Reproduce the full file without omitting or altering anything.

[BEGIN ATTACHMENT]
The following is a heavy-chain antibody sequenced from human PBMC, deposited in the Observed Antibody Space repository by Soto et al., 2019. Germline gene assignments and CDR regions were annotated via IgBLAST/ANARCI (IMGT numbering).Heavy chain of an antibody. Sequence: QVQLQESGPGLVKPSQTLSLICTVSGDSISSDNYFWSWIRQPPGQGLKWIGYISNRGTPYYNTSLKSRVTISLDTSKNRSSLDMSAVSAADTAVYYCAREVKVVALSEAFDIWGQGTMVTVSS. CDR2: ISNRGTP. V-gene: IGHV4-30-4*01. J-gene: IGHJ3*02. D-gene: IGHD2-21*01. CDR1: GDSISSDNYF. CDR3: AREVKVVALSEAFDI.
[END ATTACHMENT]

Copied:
The following is a heavy-chain antibody sequenced from human PBMC, deposited in the Observed Antibody Space repository by Soto et al., 2019. Germline gene assignments and CDR regions were annotated via IgBLAST/ANARCI (IMGT numbering).Heavy chain of an antibody. Sequence: QVQLQESGPGLVKPSQTLSLICTVSGDSISSDNYFWSWIRQPPGQGLKWIGYISNRGTPYYNTSLKSRVTISLDTSKNRSSLDMSAVSAADTAVYYCAREVKVVALSEAFDIWGQGTMVTVSS. CDR2: ISNRGTP. V-gene: IGHV4-30-4*01. J-gene: IGHJ3*02. D-gene: IGHD2-21*01. CDR1: GDSISSDNYF. CDR3: AREVKVVALSEAFDI.